The Hilaire Belloc - Elizabeth Greenhill Collection (1 box, .25 linear feet) contains 10 letters from historian and writer Hilaire Belloc to his bookbinder, Elizabeth Greenhill, dated between January 1938 and May 1940. Of the Belloc - Greenhill Papers, seven are typed signed letters and three are handwritten. Belloc discusses a number of books and correspondences he was working on or having bound at the time, such as "The County of Sussex", "The Old Road", "Verses", and "The Path to Rome." Two of the letters discuss "The Path to Rome", which he wrote about his own pilgrimage from Toul to Rome, also reference the then Queen Dowager of Belgium. Belloc was in contact with and planned to send the Queen an inscribed copy of his book. The letters in this collection are also significant in their discussion of the particular binding techniques and layouts which Belloc preferred, including choice of gilding, use of linen, and color of the binding leather. Other areas of interest include more personal subjects. For example, one letter dated May 3, 1940 makes reference to Belloc's poor health and forgetfulness. Another, dated July 5, 1939 mentions the marriage of a young woman to whom Belloc wanted to present a bound copy of "Verses."
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Hilaire Belloc (1870-1953) was a distinguished English writer, poet, essayist, and historian. Born in La Celle-Saint Cloud, France, he was educated at the Oratory School in Birmingham. Belloc worked as a journalist and served in the French military before graduating with first-class honors in history from Balliol College, Oxford in 1894. Belloc subsequently wrote his first works: "Verses and Sonnets", published in 1895, and "The Bad Child's Book of Beasts", published in 1896. Belloc then married Californian Elodie Hogan in 1896 before becoming a naturalized British subject in 1902. He then served as a member of Parliament from 1906 to 1910. His notable historical works include "Danton" (1899), "Robespierre" (1901), "The Path to Rome" (1902), "Europe and the Faith" (1920), "History of England" (1925-31), "James II" (1928), and "Wolsey" (1930). As an experienced college debater and a devout Roman Catholic, Belloc was known for taking part in fierce debates with H.G. Wells and Protestant historian G.C. Coulton. [Source: Encyclopedia Britannica Online]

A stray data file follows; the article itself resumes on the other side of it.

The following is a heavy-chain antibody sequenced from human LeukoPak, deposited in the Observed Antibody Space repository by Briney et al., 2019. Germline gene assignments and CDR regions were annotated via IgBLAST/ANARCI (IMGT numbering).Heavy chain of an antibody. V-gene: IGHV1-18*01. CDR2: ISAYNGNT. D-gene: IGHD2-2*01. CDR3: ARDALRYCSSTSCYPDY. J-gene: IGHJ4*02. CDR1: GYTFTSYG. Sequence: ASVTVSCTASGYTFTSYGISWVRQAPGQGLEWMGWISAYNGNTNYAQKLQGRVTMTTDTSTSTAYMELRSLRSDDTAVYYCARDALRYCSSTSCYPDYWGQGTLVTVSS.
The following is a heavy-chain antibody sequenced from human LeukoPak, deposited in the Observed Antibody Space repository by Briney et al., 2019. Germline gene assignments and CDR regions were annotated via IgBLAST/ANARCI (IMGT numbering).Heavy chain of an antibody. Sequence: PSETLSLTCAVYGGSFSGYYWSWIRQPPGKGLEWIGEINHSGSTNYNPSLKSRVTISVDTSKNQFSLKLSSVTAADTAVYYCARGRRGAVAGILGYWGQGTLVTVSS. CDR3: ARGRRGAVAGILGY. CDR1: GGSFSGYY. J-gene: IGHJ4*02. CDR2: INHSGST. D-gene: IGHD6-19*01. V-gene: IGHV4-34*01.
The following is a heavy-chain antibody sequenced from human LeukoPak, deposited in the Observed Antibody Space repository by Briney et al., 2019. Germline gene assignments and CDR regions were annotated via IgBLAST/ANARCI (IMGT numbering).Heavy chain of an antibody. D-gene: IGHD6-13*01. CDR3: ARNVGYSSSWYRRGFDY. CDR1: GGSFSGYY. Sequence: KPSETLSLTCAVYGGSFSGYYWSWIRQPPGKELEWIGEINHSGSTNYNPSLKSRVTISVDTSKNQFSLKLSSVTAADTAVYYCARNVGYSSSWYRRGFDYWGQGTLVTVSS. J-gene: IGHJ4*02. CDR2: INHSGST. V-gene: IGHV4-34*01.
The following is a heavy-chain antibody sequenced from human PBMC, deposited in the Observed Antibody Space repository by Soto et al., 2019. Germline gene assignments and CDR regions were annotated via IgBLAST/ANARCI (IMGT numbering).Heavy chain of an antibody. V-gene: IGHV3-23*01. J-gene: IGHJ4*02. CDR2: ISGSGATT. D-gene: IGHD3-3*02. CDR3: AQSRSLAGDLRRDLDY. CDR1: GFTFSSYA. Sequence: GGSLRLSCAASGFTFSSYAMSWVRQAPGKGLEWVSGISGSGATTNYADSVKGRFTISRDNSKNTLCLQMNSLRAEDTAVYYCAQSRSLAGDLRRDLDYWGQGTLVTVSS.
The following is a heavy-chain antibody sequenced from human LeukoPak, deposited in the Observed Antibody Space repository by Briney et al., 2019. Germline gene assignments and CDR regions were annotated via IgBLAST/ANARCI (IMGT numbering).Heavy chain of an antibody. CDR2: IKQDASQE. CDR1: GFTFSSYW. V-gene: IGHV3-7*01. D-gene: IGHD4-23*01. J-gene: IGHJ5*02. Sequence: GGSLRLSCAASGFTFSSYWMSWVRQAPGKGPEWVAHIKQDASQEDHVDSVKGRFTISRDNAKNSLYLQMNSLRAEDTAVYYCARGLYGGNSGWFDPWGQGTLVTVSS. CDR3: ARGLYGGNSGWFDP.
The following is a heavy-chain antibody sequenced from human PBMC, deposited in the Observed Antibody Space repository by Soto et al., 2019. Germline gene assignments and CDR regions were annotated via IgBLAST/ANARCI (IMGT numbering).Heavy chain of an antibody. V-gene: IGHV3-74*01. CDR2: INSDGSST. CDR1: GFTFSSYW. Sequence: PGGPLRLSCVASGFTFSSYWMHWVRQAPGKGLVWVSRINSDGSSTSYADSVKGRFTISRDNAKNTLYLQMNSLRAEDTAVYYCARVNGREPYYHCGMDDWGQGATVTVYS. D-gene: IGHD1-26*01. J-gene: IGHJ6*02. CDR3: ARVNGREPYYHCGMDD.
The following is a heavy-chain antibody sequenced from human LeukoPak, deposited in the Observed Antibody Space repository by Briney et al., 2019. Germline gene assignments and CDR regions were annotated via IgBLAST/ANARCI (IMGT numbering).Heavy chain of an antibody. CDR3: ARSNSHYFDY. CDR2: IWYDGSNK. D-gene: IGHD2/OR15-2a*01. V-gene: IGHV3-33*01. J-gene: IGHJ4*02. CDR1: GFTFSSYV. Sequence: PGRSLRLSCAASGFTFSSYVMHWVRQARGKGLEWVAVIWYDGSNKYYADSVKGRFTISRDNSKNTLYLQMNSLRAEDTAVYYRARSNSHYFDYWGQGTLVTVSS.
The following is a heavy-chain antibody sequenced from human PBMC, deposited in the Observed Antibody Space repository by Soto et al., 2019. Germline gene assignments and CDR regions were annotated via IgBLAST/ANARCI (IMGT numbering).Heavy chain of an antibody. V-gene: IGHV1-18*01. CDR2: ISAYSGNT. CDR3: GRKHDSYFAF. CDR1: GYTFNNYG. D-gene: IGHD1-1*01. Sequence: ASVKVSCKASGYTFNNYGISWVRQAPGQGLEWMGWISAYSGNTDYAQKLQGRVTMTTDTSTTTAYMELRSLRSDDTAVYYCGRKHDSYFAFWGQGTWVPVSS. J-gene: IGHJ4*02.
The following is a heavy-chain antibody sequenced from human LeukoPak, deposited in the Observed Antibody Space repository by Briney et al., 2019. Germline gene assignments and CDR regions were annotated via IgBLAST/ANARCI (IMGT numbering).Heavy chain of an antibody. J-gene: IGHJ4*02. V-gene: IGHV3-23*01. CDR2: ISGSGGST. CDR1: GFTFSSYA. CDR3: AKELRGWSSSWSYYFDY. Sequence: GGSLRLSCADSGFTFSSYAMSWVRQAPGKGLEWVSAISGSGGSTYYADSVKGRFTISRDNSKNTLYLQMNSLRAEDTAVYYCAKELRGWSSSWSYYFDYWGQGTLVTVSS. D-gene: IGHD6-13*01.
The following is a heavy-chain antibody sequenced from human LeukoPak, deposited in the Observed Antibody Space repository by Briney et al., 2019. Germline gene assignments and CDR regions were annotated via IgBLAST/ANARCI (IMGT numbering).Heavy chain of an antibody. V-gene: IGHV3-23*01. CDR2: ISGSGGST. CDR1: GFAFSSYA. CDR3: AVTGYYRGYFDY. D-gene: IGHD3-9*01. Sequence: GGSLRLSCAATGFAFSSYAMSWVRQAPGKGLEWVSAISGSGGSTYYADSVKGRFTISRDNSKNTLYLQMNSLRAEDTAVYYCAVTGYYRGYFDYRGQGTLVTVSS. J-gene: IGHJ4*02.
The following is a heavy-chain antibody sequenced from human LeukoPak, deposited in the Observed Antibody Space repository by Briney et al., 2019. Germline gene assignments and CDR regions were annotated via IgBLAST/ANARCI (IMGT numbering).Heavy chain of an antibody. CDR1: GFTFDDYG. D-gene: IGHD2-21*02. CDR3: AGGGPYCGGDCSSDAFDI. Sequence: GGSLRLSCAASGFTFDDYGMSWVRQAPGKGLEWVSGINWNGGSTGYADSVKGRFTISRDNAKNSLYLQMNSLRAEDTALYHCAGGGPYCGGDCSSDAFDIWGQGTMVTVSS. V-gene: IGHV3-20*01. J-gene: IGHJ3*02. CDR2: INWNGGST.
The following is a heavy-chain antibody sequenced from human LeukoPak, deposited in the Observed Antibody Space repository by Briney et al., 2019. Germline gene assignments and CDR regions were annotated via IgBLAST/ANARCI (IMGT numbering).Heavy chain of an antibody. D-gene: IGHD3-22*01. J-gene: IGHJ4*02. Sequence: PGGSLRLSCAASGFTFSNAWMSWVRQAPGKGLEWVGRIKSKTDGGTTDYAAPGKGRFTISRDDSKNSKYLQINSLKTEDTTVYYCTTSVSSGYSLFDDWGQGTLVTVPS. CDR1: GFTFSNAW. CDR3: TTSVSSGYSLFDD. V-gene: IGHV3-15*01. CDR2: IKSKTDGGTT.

Elizabeth Greenhill (1907-2007) was an English bookbinder. Greenhill was born in Paris to wealthy parents and educated at a number of schools including the Bedales School in Hampshire, a finishing school in Florence, and the convents of the Sacred Heart in Roehampton and Brussels. Greenhill learned gold-tooling, bookbinding, drawing, and design at the Ecole des Arts Decoratifs pour Dames in Paris and at the Central School of Arts and Crafts in London. She then established a bindery in Doughty Street, Bloomsbury where she got her first important commissions, such as the Gloucester Civic Bible for the Silver Jubilee of King George V and Queen Mary in 1935 which was commissioned for Queen Elizabeth of the Belgians. Greenhill served as an air raid warden during World War II before establishing her second bindery in South Kensington. Although initially she worked with her sister, Mary Greenhill, Elizabeth Greenhill began to branch out on her own in the late 1950's. Greenhill worked with Walter de la Mare, Hilaire Belloc, and other notable authors before beginning work on the restorations of rare books in Florence after the flood of the Arno in 1966. She was the first woman to be elected to the Guild of Contemporary Bookbinders and was elected its president in 1965. [Source: Telegraph.co.uk "Elizabeth Greenhill"]
0.20 Linear Feet (1 Hollinger Slim Document Case)
Status: Open. Processed by Meredith Manning, March 2009.
Part of the Georgetown University Manuscripts Repository